Saying "We need more peace, as opposed to process," Jordan's King Abdullah II called for accelerated talks on Middle East peace and Palestinian statehood. Until such goals are in sight, Abdullah told CNN late Monday, moderate Arab states won't be able to address terrorism among their people. The king is expected to make the same case in talks today with President Bush, who is seeking to organize a regional peace conference this summer. Bush met with Israeli Prime Minister Ariel Sharon yesterday. (Related stories, pages 1, 2, 3.)

Boston Cardinal Bernard Law is due to be deposed today in a civil suit against John Geo-ghan, a defrocked Roman Catholic priest accused of molesting dozens of children. Law is under pressure to resign for his handling of cases of alleged abuse by priests. Yesterday, a retired priest, the Rev. Paul Shanley, pleaded innocent to charges that he repeatedly raped a boy at his Newton, Mass., parish between 1983 and 1990.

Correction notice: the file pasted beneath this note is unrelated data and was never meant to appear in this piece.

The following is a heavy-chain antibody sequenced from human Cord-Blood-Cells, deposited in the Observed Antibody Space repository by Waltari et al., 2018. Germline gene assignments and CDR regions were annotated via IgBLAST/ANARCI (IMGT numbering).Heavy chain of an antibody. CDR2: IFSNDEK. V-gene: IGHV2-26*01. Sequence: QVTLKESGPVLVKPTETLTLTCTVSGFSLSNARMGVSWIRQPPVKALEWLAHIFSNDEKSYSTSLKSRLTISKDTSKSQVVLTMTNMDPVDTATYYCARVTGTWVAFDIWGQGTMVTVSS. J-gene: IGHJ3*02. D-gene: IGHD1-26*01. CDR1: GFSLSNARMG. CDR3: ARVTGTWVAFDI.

Calmer winds helped firefighters gain control of a 250-acre wildfire in the Black Mountain Forest west of Denver. (Above, an aircraft drops flame-retardant slurry on the blaze.) In neighboring New Mexico, a fast-moving fire in the Santa Fe National Forest prompted evacuation warnings for the Dalton and Pecos canyons.

The FBI issued an alert on a suspect wanted in a series of pipe bombs in rural mailbloxes, police in Lubbock, Texas said. The suspect was described as a 22-year-old man. Yesterday's all-points-bulletin followed the discovery of a pipe bomb in a rural mailbox in Amarillo, Texas. Authorities said appeared similar to 17 others found in Iowa, Illinois, Nebraska, and Colorado.

A bill to provide $29.8 billion in antiterrorism and defense funding is expected to win approval from the House Appropriations Committee today. The measure covers the fiscal year that ends Sept. 30 and would provide $2.7 billion more than Bush has requested. But it faces possible problems in the full House, where Republican leaders want to add a provision that would raise the federal borrowing limit.

After years of legal wrangling over use of the acronym WWF, the World Wrestling Federation conceded defeat to the World Wildlife Fund. The professional wrestling organization said it now will be known as World Wrestling Entertainment Inc., or WWE.

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